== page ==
Guatemala was amazing. It's such an incredible country, full of natural beauty and vibrant indigenous culture, and the people are extremely welcoming. It's very poor, and has a tragic history, but there's a lot of joy there nonetheless. After 15 years (my last trip there), some things have changed quite a lot: more tourism, better tourist infrastructure, not so off-the-beaten-path feeling.
NSVs of the trip:
- Sitting on a plane for hours is a lot less awful at my current weight. I didn't feel like I was overflowing onto anyone else and my hips had room. That was fantastic.
- Being really active was soooooo much easier - from climbing Mayan pyramids to hiking to kayaking (particularly getting in and out of the kayak!) to just plain old walking a lot, I was able to enjoy the trip to its fullest due to my better physical health.
- I look pretty good in the trip photos! I have avoided being photographed for a while now due to hating how I look, so this is great. Lots of photos, and I look *fine* in them. No cringing.
- I was able to eat. Not perfectly on plan, but generally enough food, and not much in the way of junk - a couple of french fries here and there, a few tortilla chips. Bars and shakes were necessary to keep the protein up. I ate a lot of eggs and beans and queso fresco and avocado.
- I'm feeling kind of normal-sized now - I certainly want to lose more weight, but I feel like an overweight person who doesn't stand out instead of like a fat person who people might stare at. This helped me to just feel more relaxed and happy the whole time.
I was gone for 17 days and didn't weigh myself for that whole stretch, which of course completely messes up my beautiful beautiful precious spreadsheet. I was gone on my 5 month surgiversary (the 14th) so I don't have a spot-on five month milestone (sad emoji). So, this morning I weighed in at 201.8, which is down 8 pounds from the day I left - not too shabby for a vacation! That puts me sooooooo close to onederland. I was kind of secretly hoping I'd have passed that threshold by the time I got back, but 10 pounds in two weeks is a big ask. That puts my (a little bit more than) month's loss at 15 pounds. That's about how much I've mostly been losing per month, but now that I'm down almost 90 pounds (what????!!!!) it's a lot more, proportionally speaking, so it's more obvious. I've got about 50 pounds to go until my current goal weight - I'll see as I get closer how I feel about it as a final ending point. A little higher? A little lower? Secretly hoping a little lower.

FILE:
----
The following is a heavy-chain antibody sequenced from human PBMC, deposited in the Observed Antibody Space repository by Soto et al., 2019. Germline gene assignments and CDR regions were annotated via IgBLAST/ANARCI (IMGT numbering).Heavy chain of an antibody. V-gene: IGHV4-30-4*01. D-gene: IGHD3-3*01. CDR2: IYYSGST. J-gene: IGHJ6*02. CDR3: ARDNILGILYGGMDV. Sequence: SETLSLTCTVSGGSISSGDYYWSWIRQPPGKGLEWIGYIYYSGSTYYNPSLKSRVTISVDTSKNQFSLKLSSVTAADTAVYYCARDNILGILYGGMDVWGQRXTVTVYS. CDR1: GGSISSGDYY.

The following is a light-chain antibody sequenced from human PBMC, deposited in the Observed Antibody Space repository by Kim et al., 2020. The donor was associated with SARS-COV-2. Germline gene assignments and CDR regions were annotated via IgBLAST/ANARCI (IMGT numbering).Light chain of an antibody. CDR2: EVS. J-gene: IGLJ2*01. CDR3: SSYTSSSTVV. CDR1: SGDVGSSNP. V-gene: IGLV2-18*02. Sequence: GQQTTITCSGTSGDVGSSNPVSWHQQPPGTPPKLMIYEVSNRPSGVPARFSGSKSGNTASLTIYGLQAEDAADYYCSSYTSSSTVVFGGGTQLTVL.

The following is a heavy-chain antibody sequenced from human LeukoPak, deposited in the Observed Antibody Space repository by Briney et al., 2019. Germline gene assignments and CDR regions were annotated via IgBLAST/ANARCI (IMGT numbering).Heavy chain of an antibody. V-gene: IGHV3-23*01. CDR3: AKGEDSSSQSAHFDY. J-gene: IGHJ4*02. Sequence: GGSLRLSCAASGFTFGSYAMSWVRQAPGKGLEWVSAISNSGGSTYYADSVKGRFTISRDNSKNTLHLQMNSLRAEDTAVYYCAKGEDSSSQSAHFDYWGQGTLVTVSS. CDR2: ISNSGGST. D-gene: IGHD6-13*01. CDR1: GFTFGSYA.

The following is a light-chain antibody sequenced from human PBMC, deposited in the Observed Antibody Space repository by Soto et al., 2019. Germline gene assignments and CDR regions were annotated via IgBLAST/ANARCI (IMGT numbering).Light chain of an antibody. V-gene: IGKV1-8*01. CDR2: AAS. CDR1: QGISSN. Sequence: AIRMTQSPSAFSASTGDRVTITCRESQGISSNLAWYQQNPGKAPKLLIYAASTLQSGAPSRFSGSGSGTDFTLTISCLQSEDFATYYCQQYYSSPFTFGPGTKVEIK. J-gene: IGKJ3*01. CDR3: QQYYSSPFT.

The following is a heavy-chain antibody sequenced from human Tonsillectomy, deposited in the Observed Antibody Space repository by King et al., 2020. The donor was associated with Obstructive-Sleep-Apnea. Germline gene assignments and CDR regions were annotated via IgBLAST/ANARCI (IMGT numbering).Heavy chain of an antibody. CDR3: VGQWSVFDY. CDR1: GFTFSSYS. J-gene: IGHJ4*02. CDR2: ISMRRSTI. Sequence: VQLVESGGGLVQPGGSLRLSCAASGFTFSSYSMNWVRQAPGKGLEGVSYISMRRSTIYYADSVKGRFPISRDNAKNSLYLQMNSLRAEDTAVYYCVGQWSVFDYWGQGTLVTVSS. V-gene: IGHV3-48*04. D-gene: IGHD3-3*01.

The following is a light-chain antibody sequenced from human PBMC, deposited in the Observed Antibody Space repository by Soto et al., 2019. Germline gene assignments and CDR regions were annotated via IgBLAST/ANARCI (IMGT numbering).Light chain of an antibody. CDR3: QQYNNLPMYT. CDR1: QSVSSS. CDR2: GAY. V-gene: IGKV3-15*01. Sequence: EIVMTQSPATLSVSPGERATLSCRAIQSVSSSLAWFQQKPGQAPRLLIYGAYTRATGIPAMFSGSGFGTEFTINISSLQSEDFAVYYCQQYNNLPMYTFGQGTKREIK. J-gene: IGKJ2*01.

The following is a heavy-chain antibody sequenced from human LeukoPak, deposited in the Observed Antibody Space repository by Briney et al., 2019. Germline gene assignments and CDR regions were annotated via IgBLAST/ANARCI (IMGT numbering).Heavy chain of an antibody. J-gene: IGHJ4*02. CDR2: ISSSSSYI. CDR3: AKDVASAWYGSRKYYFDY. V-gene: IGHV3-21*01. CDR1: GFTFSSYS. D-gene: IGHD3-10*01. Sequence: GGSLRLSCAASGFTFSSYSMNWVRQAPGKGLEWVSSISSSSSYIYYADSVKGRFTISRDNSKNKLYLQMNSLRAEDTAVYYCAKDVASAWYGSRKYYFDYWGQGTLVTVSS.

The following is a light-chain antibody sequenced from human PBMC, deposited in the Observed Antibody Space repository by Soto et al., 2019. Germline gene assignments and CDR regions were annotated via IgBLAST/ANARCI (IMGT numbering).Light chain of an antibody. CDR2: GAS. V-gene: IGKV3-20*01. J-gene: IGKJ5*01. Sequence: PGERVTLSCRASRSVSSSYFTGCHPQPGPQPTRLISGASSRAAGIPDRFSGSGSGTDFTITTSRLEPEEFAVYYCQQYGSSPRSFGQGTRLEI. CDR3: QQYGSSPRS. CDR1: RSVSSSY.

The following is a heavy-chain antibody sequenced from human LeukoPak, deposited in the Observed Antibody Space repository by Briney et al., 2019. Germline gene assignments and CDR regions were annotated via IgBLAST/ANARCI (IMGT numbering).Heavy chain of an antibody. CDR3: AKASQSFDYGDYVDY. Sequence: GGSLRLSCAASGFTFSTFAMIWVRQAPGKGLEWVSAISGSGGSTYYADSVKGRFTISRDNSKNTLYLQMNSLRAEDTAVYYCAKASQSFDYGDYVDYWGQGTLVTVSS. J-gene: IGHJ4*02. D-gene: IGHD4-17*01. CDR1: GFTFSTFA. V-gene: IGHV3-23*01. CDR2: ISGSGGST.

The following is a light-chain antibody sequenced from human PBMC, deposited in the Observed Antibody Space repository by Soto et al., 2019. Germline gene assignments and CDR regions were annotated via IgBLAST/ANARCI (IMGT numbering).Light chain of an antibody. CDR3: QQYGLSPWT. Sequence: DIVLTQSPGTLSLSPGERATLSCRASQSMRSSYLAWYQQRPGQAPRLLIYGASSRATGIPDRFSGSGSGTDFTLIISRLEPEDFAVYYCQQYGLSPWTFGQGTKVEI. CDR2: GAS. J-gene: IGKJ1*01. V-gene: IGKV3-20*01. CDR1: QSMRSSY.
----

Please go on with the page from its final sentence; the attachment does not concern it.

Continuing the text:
Eating was a bit of a pain in the butt. I got really sick of the bars and shakes. Breakfast was easy - the typical breakfast in Guatemala is black beans, eggs, queso fresco, fried plantains, and tortillas (plus maybe avocado). Get rid of the tortillas (I tried them but sadly they kind of gum up my stomach and make it so I don't eat any more) and I'm good. I even ate some of the fried plantains most days - the oil didn't make me dump, and I was needing the calories, since my food intake was pretty low for most of the trip. Lunch or dinner in restaurants every stinking day was a bit more of a slog. I could eat vegetarian most places, since Guatemala is on the hippie backpacker trail, but vegetarian and low-carb are mostly mutually exclusive there, as with most places. I ate a fair number of salads with a bit of cheese and/or egg, I ate the toppings off a slice of pizza a couple of times, I attempted felafel once (the crispy nature of it just DID NOT SETTLE and I was so lucky as to see it again very soon after dinner), and I ate the tuna out of a couple of tuna sandwiches. I had some shrimp and some fish. It was a bit tedious trying to figure out how to work the menus, though. It did make me realize that I can have fun on vacation without being very excited about what I was eating, which is great.